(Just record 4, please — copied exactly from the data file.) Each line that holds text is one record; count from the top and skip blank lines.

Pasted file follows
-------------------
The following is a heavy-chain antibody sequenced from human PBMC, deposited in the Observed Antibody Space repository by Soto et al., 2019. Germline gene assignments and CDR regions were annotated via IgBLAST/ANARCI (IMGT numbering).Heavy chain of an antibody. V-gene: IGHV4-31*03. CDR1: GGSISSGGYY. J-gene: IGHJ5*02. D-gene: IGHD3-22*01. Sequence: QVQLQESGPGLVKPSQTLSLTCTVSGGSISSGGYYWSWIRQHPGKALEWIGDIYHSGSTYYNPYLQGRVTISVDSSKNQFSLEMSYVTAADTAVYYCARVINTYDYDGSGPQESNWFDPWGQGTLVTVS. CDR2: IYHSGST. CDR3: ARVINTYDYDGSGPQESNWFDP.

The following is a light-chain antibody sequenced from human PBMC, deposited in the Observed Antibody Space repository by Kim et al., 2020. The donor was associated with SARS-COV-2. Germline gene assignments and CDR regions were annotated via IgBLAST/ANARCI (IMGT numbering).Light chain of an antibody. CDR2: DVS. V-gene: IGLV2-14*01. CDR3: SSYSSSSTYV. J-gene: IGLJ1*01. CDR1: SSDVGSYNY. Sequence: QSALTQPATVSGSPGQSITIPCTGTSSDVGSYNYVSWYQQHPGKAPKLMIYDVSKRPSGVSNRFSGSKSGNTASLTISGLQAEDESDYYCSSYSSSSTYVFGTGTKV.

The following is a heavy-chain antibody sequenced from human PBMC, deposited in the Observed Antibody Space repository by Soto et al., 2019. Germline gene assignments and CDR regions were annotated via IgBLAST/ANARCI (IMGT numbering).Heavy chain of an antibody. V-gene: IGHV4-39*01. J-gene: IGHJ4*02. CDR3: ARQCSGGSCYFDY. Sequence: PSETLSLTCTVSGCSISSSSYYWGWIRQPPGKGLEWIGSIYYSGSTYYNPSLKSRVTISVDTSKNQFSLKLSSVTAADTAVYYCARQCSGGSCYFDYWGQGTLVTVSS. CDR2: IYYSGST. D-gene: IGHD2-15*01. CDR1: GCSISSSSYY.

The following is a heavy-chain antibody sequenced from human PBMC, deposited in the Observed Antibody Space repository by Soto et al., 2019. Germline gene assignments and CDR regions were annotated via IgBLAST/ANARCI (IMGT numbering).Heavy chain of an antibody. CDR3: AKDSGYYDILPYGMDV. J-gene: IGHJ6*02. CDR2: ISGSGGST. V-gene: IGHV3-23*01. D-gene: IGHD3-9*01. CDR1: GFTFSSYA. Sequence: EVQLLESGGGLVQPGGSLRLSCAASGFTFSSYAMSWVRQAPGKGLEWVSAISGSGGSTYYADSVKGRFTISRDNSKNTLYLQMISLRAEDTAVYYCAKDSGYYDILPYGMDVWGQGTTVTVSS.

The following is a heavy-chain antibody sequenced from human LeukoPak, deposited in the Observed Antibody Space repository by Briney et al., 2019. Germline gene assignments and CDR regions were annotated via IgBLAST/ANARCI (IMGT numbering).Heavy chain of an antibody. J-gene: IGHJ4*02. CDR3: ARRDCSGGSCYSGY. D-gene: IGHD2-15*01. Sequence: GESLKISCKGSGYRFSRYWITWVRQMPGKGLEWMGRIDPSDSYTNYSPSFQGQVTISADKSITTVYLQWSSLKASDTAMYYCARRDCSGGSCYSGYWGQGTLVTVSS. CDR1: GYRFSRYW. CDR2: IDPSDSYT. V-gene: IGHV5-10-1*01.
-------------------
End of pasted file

The following is a heavy-chain antibody sequenced from human PBMC, deposited in the Observed Antibody Space repository by Soto et al., 2019. Germline gene assignments and CDR regions were annotated via IgBLAST/ANARCI (IMGT numbering).Heavy chain of an antibody. CDR3: AKDSGYYDILPYGMDV. J-gene: IGHJ6*02. CDR2: ISGSGGST. V-gene: IGHV3-23*01. D-gene: IGHD3-9*01. CDR1: GFTFSSYA. Sequence: EVQLLESGGGLVQPGGSLRLSCAASGFTFSSYAMSWVRQAPGKGLEWVSAISGSGGSTYYADSVKGRFTISRDNSKNTLYLQMISLRAEDTAVYYCAKDSGYYDILPYGMDVWGQGTTVTVSS.